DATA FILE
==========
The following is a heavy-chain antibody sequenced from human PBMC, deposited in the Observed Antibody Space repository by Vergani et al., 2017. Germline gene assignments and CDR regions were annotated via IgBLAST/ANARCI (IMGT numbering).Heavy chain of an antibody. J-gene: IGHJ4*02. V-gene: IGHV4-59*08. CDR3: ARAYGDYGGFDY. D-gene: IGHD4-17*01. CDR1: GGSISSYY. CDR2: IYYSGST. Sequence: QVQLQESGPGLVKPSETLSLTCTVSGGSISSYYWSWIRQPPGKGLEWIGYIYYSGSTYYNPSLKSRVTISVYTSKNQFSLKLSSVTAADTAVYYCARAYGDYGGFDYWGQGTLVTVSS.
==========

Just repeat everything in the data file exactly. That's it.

The following is a heavy-chain antibody sequenced from human PBMC, deposited in the Observed Antibody Space repository by Vergani et al., 2017. Germline gene assignments and CDR regions were annotated via IgBLAST/ANARCI (IMGT numbering).Heavy chain of an antibody. J-gene: IGHJ4*02. V-gene: IGHV4-59*08. CDR3: ARAYGDYGGFDY. D-gene: IGHD4-17*01. CDR1: GGSISSYY. CDR2: IYYSGST. Sequence: QVQLQESGPGLVKPSETLSLTCTVSGGSISSYYWSWIRQPPGKGLEWIGYIYYSGSTYYNPSLKSRVTISVYTSKNQFSLKLSSVTAADTAVYYCARAYGDYGGFDYWGQGTLVTVSS.